Do you really want to buy your products from Wal-Mart?
Great article in the spring edition of Marketingpower.com by Andrew R. Thomas and Timothy J. Wilkinson entitled, “The Devolution of Marketing.”
Messrs. Thomas and Wilkinson attribute a large portion of what drove us into the great recession as our dysfunctional pattern of distribution — sell more through a mega-distributor with much of the profit split between the distributors and the overseas manufacturers.
Power has transferred from creators of innovative products and service to mega-distributors who are increasingly in control of the global marketplace.
Many manufacturers and marketing departments see distribution through mega-distributors as the way to boost sales and market share and it is. However, it’s not the way to grow profitably.
Mega-distributors live by high volume and low prices. They use their powerful leverage to demand price cuts and other concessions from suppliers.
And there’s a trickle down effect.
I worked on Volvo Truck in the early-1990’s when one of Wal-Mart’s truckload carriers was negotiating for new Class 8 trucks, engines, transmissions and tires. The carrier brought all of the OEM’s to a hotel and put them each in a separate conference room and negotiated the lowest price from each vendor. Ultimately each OEM took a loss to get the order — about 500 new units I believe. I have to assume the carrier made money on their Wal-Mart contract since I still see their trucks on the road today.
Numerous manufacturers have fallen prey to the profit margin squeeze and brand erosion of the mega-distributor — Vlasic Pickles, Rubbermaid, Levi Strauss, Goodyear and a multitude of less powerful brands — and their relentless pressure to cut prices.
In 2006, Jones Soda Company made $39 million on $406 million in revenue (9.6% margin) from sales made to consumers through tattoo parlors, snowboarding shops and other independent channels where their target audience shopped.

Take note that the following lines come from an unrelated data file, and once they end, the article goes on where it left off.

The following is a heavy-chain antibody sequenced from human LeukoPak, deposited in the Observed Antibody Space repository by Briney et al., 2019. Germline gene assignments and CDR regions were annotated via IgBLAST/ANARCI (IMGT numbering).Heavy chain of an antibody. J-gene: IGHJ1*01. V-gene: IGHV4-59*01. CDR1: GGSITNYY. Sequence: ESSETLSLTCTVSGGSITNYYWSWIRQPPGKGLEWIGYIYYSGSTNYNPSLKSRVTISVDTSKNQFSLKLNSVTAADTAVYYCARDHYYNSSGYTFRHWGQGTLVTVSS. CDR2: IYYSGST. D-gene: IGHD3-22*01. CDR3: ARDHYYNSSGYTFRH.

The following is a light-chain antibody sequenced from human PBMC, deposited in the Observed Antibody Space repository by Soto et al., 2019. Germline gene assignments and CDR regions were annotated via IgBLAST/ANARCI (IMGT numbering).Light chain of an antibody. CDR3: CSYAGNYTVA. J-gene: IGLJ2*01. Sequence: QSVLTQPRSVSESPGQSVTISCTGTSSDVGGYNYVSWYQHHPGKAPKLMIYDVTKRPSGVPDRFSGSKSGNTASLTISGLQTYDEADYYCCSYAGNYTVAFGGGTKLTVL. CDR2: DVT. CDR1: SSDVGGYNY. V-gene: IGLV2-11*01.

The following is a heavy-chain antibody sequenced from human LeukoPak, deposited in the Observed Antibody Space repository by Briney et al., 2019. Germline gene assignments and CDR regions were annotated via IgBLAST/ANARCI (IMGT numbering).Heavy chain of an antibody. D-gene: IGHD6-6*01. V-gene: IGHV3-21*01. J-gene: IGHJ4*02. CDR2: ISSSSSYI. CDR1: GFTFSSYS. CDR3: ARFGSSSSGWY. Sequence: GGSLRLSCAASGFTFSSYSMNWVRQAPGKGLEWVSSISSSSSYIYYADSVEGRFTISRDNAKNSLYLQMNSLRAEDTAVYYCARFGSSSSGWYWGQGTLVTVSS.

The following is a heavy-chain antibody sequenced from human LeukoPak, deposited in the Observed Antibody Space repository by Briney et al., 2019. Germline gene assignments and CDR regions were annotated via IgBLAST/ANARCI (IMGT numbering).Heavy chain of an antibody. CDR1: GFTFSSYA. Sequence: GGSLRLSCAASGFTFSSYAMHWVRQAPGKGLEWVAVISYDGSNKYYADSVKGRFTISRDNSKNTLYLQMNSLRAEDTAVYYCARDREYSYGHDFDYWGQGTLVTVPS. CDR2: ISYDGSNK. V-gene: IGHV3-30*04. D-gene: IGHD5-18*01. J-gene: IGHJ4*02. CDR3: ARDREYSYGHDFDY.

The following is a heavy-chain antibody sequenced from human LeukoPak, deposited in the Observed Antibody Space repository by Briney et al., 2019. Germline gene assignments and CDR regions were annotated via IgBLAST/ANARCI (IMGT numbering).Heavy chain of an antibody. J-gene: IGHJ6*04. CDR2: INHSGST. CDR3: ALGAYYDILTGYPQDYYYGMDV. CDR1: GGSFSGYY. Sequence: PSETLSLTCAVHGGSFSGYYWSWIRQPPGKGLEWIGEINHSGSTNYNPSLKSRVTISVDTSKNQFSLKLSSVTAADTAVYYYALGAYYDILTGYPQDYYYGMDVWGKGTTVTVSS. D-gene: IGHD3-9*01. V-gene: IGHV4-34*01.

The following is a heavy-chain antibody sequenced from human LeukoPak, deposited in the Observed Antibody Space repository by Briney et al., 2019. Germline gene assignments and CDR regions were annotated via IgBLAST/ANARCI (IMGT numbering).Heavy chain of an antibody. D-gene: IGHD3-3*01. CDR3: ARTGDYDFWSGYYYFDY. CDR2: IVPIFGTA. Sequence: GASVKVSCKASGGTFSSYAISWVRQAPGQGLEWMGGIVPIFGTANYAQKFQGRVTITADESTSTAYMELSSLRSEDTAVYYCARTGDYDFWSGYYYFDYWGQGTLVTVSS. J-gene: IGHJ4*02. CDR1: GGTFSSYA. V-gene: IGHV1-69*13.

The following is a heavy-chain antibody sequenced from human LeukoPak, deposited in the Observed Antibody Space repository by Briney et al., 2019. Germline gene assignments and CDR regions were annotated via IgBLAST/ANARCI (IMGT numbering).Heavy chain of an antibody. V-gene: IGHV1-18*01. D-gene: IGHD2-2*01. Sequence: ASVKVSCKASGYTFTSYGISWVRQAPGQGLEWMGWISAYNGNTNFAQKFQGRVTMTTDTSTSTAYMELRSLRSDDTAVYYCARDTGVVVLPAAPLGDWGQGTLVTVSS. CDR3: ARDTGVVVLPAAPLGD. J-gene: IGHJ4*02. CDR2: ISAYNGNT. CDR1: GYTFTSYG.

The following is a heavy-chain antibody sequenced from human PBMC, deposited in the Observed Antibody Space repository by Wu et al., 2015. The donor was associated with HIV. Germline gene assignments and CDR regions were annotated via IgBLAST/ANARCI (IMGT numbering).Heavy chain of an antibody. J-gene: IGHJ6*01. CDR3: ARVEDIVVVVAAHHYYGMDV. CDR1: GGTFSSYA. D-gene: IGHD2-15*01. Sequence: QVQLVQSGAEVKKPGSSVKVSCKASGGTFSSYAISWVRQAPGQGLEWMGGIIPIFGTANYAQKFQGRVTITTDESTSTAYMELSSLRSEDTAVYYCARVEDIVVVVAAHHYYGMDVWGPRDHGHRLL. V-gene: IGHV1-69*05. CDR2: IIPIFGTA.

In 2007, Jones Soda began to sell to the mega-distributors, including Wal-Mart, and ended up posting an $11.6 million loss. Jones Soda sold their soul, and brand, and ultimately lost their shirt.
The scope and the magnitude of a mega-distributor can quickly erode the brand equity of products and services. Private labels, discounts, lack of service and mass-market presentation have diluted the value of American brands.
Lakewood Engineering & Manufacturing once sold its 20-inch box fan for $20. Wal-Mart demanded a lower price. Instead of walking away from Wal-Mart in 2000, Lakewood opened a factory in China where labor costs were $0.25 per hour versus $13 per hour in Chicago. By 2003, the fan sold in mega-distributors for $10. In 2008, Lakewood laid off 220 workers.
There is a success story. STIHL, Inc. sells outdoor power equipment through thousands of independently-owned servicing dealers across the U.S. and around the world. STIHL is a global leader in market share and profitability selling only through independently-owned dealers, no mega-distributors.
The authors conclude to avoid the negative outcomes of those manufacturers who have sold through mega-distributors, companies need to maintain control of their distribution. This may mean selling direct to customers online, through company-owned retail stores or striking deals with distributors and avoiding partners who will not accept stringent terms.
By doing so, the manufacturer will have a greater ability to control pricing, customer service and service after the sale thereby building longer-lasting relationships with customers. This will yield more value to both parties over the long-term.
Do you sell your products through a mega-distributor?
Do you still want to?